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60 result of these findings, we recla ssified all subadults as adults a nd used only two age classes (i.e., adults, juveniles) in all of the following analyses. Effects of the exotic snail on average searching times We found no evidence that average searching tim es differ between adult males and adult females (Figure 2-14). After pooling the sexes, we found that during the post-invasion era, the average searching time for adults on T oho (x= 67 seconds, 95% CI= 49, n= 117) was significantly less than the average search times on Kiss (x= 111 seconds, 95% CI= 95, n= 118), and WCA3A (x= 76 seconds, 95% CI= 68, n= 270). The average searching time for adults on Toho during the pre-invasion era (x= 32 seconds, 95% CI= 18, n= 79) was significantly less than th e average searching time on Toho duri ng the post-invasion era (Figure 215). For juveniles, we found that the average sear ching time during the post-invasion era was 61 seconds (95% CI= 43, n= 50) on Toho a nd was 75 seconds (95% CI= 58, n= 46) on Kiss-WCA3A (Figure 2-16). Barring the pre-invasion average from Toho, our results showed a trend opposite from that in Prediction 1 and considering all of the data we found no evidence that the exotic snail aff ects average searching times. Effects of the exotic snail on average handling times We com pared handling times between the adul ts of each sex and found that the average handling times for adult males (on Toho, x=261 seconds, 95% CI= 198, n= 27; on KissWCA3A, x= 71, 95% CI= 65, n= 153) and females (on Toho, x= 319 seconds, 95% CI= 245, n= 56; on Kiss-WCA3A, x= 75, 95% CI = 70, n= 132) were not significantly different (Figure 2-17). T hus, we found no evidence for Prediction 5a ; however, these results did support Prediction 2 After combining males and females we found th at the average handling time for adults on Toho during the post-invasion era was 302 seconds (95% CI= 255, n= 85), while it was 78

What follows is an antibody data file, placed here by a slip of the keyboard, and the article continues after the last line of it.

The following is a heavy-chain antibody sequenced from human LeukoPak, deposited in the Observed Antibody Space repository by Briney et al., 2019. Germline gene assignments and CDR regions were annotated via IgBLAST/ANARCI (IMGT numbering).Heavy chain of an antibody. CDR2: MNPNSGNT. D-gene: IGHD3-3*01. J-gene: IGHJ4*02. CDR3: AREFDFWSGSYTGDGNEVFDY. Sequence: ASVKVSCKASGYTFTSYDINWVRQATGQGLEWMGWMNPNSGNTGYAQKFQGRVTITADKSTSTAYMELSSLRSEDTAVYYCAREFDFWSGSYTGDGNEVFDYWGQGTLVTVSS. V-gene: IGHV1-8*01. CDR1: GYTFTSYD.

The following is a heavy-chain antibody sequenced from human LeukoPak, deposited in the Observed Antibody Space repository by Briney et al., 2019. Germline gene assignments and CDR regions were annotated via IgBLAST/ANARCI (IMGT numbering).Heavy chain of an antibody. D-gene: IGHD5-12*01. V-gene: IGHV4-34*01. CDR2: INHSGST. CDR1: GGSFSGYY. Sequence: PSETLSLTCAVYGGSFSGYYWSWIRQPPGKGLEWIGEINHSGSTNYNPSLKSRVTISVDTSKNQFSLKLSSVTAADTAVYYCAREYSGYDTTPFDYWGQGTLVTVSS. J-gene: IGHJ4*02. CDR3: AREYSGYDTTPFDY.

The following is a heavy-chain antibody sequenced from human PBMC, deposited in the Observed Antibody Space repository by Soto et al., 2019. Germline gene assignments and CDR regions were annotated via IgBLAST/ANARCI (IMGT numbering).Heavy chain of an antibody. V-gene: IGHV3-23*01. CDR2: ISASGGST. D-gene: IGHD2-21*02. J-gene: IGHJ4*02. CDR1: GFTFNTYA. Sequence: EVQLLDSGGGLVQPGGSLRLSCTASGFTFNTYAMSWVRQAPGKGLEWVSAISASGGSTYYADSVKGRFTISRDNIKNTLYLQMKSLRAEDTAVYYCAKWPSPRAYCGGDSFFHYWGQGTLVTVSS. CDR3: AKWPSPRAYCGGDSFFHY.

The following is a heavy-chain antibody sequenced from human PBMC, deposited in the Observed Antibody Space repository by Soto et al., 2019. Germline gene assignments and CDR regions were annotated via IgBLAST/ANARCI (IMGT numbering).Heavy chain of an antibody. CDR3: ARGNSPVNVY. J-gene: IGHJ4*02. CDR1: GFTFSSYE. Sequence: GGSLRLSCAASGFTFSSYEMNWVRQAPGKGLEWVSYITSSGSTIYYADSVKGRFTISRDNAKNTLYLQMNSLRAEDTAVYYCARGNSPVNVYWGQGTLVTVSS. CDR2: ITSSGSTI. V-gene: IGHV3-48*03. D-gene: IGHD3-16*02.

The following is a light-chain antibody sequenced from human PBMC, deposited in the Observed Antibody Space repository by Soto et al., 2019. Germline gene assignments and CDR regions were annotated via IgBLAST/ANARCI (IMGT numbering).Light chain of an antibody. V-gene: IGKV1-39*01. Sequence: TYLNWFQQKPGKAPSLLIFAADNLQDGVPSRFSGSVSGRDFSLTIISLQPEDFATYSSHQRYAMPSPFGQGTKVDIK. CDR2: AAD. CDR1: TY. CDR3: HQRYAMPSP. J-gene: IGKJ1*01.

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61 seconds (95% CI= 75, n= 130) on Toho during the pre-invasion era and 72 seconds (95% CI= 68, n= 324) on Kiss-WCA3A during the post-invasion era and (Figure 2-18). We found that the average hand ling time for juveniles eati ng exotic snails on Toho was 496 seconds (95% CI= 376, n=44). In contrast we found that the av erage handling time for juveniles eating native snails on Kiss-WCA3A was 96 seconds (95% CI= 71, n=22) (Figure 2-19). Thus, we found that the handling times for e xotic snails were significantly higher for each age class relative to the ha ndling times for native sna ils, which also supported Prediction 2. Additionally, juveniles spent sign ificantly longer than adults ha ndling exotic (but not native) snails, which supported Prediction 4a Effects of the exotic snail on drop rates Under normal foraging conditions (e.g., no heavy wind or rain) on Toho, we observed adults capturing 309 snails and juveniles capturing 199 snails, with raw group drop rates of 20.3% and 42.1% respectively. Under norm al foraging conditions in Kiss-WCA3A, we observed adults capturing 1796 snails and juve niles capturing 386 snails with raw group drop rates of 2.7% and 5.3% respectivel y (Figure 2-20). The raw drop rate we found for juveniles on Toho (i.e., 42.1%) was comparable to the raw dr op rate reported for uni dentified kites on Toho (i.e., 44%) by Darby et al. (2007). These raw group drop rates did not account for individual variation and were inappropriate for our comparisons between/among groups; therefore we used the drop rates from all of the individuals within each group to calculate average group drop rates. Doing so, we found a significant difference between the average drop ra tes of adult males and adult females on Toho. Adult males (x= 0.14, 95% CI= 0.11.17, n= 70) ha d a lower average drop rate than adult females (x= 0.19, 95% CI= 0.15.22, n=109), and this trend was opposite from that which we expected; therefore, we found no support for Prediction 5b On Kiss-WCA3A, we found that the